The Invasion of Normandy

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Introduction
The invasion of Normandy, also known as Operation Overlord or D-Day, was perhaps one of the most important battles in the human history. The invasion took place on June 4, 1944, at the Coast of Normandy in France. Troops from over twelve countries, including Canada, the United Kingdom, and the United States of America participated in the fight against Germany. Although the battles were enduring and hard-fought, the Allies achieved the final victory; the Allies were finally able to set their feet on the European soil again. The Allied invasion of Normandy was a major turning point of the war that led to the ultimate liberation of Europe from the Nazi forces. An Overview of the Invasion

Preparations
Ever since the Nazi’s invasion and occupation of France in 1940, Great Britain had “vowed to invade France and liberate it from Nazi Germany” (Wikipedia-Operation Overlord). However, the goal could not be reached until the United States joined the war in 1941. By late 1942, under the Soviet’s pressure to establish a second battle front in Europe, Winston Churchill finally agreed to an invasion plan; the trainings and preparations started in mid 1943 (David Pietruza -The invasion of Normandy). Learning from the failure in the Dieppe Raid, the Allied forces were well prepared this time. Over 3 million troops were trained and several equipped full-scale rehearsals were held, and about 7000 vessels and 12000 aircrafts were mobilized (statistics taken from Wikipedia-the Normandy Invasion). Statistics ranging from as large as the landscape of Normandy to as small as the height of a tide were studied carefully and thoroughly by the Allied scientists. The Allied commanders even devised Operation Fortitude with the “aim to misleading the German high command as to the location of the imminent invasion” (Wikipedia-Operation Fortitude). Everything was ready. The Invasion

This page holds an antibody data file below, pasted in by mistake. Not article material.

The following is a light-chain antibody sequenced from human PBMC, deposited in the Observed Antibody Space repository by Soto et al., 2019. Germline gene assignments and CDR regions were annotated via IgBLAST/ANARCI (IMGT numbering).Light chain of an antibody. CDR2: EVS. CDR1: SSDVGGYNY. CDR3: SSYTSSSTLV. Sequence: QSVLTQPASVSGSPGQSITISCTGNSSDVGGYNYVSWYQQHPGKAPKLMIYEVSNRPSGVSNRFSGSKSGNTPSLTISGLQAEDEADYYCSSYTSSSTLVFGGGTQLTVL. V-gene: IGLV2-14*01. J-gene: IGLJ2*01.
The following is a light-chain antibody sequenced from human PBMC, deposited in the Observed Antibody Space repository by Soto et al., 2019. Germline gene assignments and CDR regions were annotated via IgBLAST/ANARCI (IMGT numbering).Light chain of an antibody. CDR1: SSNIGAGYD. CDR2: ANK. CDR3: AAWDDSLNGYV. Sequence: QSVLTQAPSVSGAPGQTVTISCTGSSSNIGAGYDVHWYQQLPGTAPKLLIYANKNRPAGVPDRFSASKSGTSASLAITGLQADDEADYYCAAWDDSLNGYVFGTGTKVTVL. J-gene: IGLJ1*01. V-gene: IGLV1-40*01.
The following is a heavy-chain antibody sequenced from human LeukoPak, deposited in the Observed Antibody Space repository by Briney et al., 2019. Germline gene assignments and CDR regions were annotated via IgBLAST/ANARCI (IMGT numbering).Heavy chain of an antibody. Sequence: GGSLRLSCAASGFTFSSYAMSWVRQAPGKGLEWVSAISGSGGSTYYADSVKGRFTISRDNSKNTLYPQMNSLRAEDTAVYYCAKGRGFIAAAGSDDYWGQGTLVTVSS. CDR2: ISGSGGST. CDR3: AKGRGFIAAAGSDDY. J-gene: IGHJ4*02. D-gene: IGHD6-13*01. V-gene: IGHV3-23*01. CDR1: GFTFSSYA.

Hours before the invasion, bombers bombed all of the major German defence structures and parachute soldiers were sent behind enemy lines. Then, on D-day, June 6, 1944 at 6:30am, the landing began. Under the command of Allied Supreme Commander General Dwight Eisenhower, the first wave of soldiers, consisting of Canadian, American and British forces were sent amphibiously to the five beach sectors: Utah, Omaha, Gold, Juno and Sword ( NHHC-D-Day- the Normandy Invasion, 6 - 25 June 1944). Robert Edlin, a veteran who participated in the invasion, described the brutal landing this way: “Our assault boat hit a sandbar. I looked to my right and saw a B Company boat next to us… took a direct hit on the ramp from a mortar or mine. I thought, there goes half of B Company… it was cold, miserably cold… there were bodies from the I I6th floating everywhere. They were facedown in the water with packs still on their backs… I began to run with my rifle in front of me… There were mines and obstacles all up and down the beach… There were no shell holes in which to take cover. The mines had not been detonated… I was hit by a sniper bullet. It shattered and broke my right leg… I fell, and as I did, it was like a searing hot poker rammed into my leg. My rifle fell ten feet or so in front of me. I crawled forward to get to it, picked it up, and as I rose on my left leg, another burst of I think machine gun fire tore the muscles out of that leg, knocking me down again.” (Eyewitness to History-Invasion of Normandy, June 6, 1944) Despite the horrible conditions, the Allied soldiers were able to establish a front line along the Coast of Normandy. By July 4, one million troops had landed, and by the end of August, over four million Allied soldiers had landed on the beaches of France. The casualty numbers were also huge: there were around two hundred thousand casualties on both sides, of which over twenty percent were killed. The campaign lasted eighty one days, with the Allies gaining the final victory. The German officials’ neglect for the intelligence reports...
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